25,057 – 2008 Champs Prelim 1, Puzzle 2

Solving time on the day: about 8 minutes. This puzzle is probably just as easy as last week’s (the literary/artistic references are are gentle), but I found it a bit tougher as neither of the top row acrosses yielded on first look – ditto the next pair. I was left with 5A/D as my last two answers and decided to move on to puzzle 3 and come back. But by the time I’d drawn a big arrow under puzzle 3’s clues to remind me to do so, 5D popped into my head. 5A was then just a matter of realising that the IS in the answer was ?IS??? rather than ???IS? – I think this happened as I told myself that MUSISE was not a word. Subject to the same reservations as last week about fallible memory … the ones solved on first look were 11, 12, 15, 17, 22, 23, 24, 25, 26, 27, 1, 2, 3, 6, 7, 10, 14, 16, 20, 21, 23. Only 8 and 25 went in without complete understanding of wordplay.

1 LUST,RED – def. a bit too subtle for me on first look
5 M(I,S=succeeded)USE – muse=deliberate=ponder
8 TH(UNDER)E,R – I should have seen the def. from ‘Our paper’ and (8). “The Thunderer” is an old nickname, which Wikipedia’s article about the paper implies is sarcastic.
9 AMISH = Hamish as spoken by the trad crossword Cockney.
11 EL(E.G.)Y – nicely done reference to Gray’s Elegy in a Country Churchyard, working in two crossword clichés to get me off and running at last.
12 STATIONER = (tears into)*
13 PA’S,SPORT – “acceptance” fits a metaphorical passport better than a paper one.
15 NIM,ROD – defined as a Biblical hunter. NIM is the “loser removes the last matchstick” game, and ROD is (old-fashioned?) US slang for a gun. Must have raised a smile for the Independent’s “Nimrod”, John Henderson, who qualified from this preliminary.
17 REGALE = (E=English,lager) rev. A fairly common crossword answer, built from stock parts.
19 ME,R,EDIT,H – George Meredith was a Victorian novelist and poet, possibly best known for The Egoist.
22 ELASTOMER = (some later)*
23 TH(r)ONG – lash is a noun here
27 S(tore),ARGENT – John Singer Sargent, of whom I’m about as ignorant as Meredith. His Lady Agnew of Lochnaw was used years ago by Penguin for a Henry James cover picture.
1 LETTER,PERFECT – doddle charade once you remember the old landlord=letter trick.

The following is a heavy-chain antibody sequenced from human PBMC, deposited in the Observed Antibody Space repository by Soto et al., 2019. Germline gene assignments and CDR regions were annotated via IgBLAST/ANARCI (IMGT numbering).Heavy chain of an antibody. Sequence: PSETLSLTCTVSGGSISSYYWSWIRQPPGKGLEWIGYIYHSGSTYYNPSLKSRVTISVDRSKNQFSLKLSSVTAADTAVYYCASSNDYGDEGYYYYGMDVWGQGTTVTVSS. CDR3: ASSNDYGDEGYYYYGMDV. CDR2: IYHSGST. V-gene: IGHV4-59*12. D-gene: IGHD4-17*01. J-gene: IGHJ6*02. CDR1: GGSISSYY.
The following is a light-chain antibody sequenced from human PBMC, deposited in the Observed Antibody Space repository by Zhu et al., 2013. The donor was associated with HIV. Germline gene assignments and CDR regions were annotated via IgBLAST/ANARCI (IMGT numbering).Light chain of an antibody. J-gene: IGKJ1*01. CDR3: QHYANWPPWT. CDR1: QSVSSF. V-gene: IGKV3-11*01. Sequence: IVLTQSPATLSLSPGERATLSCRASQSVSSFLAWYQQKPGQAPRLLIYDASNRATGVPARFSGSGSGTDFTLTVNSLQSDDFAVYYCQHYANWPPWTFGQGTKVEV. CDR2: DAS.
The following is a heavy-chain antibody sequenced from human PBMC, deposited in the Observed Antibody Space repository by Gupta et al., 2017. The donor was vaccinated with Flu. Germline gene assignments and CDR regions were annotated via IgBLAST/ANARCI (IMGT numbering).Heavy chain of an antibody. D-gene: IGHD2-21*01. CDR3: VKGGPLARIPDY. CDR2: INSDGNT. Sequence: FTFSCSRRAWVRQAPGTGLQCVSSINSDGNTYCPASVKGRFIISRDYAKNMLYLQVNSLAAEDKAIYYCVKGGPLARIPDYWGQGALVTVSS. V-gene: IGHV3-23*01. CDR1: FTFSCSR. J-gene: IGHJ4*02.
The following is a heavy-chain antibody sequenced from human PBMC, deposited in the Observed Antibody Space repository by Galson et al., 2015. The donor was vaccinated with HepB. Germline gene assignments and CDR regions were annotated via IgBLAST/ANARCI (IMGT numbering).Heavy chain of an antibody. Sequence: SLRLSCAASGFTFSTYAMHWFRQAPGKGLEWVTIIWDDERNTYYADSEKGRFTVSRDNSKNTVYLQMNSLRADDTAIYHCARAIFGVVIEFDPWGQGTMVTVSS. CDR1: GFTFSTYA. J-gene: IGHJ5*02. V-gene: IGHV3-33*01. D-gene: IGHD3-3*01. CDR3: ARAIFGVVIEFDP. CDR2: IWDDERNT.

2 (le)S(QUEER)S(on) – Wackford Squeers is a dire schoolmaster from Nicholas Nickleby – the one who couldn’t spell ‘window’
3 R.U.,DoDgY – “blooming” is the def – blooming easy with two well-worn devices
4 D(ERIS = sire rev.)O,R(aunch)Y – tougher wordplay here
5 MORTAR – two defs
6 STABILISE – B=book in (sale is it)*
7 S(P)INNER – “who does wrong” = sinner. I remembered spinners from my father’s unsuccessful attempts at coarse fishing, which I think ended for good shortly after the “catching a man” incident near Arundel – a badly aimed cast impaled at least the clothing of a gent on a boat – not noticed until reeling in caused a lot of shouting from the other side of the river. Wikipedia suggests that they’re involved in fly fishing too (spinners, not blokes on boats).
10 HEROD THE GREAT = (hatred three go) – I worked backwards from ‘the Great’ as probable ending and what was left.
14 POLITESSE = (epistle so)*
16 HEAR,TIES – who are “cheerful people” or university sportsmen as the opposite of “aesthetes” when the two are assumed to be different.
20 IS,O,LATE – standard components – only thing to make you pause momentarily is the “So” between wordplay and def.
21 A,M,USED – {managed=used} is not run-of-the-mill
23 TASER – hidden in rev. of “there’s a threat”

Apart from the odd Jumbo or Mephisto, this is my last report here until 2009. I started a 6-week course of radiotherapy yesterday, and one of the side-effects is tiredness (extent unspecified, but it’s supposed to start a while after the treatment begins and continue for some time afterwards). So I’ve taken the opportunity to give some of our ‘subs’ some chances to write. I’ll probably still be commenting each day, but the times may not mean very much.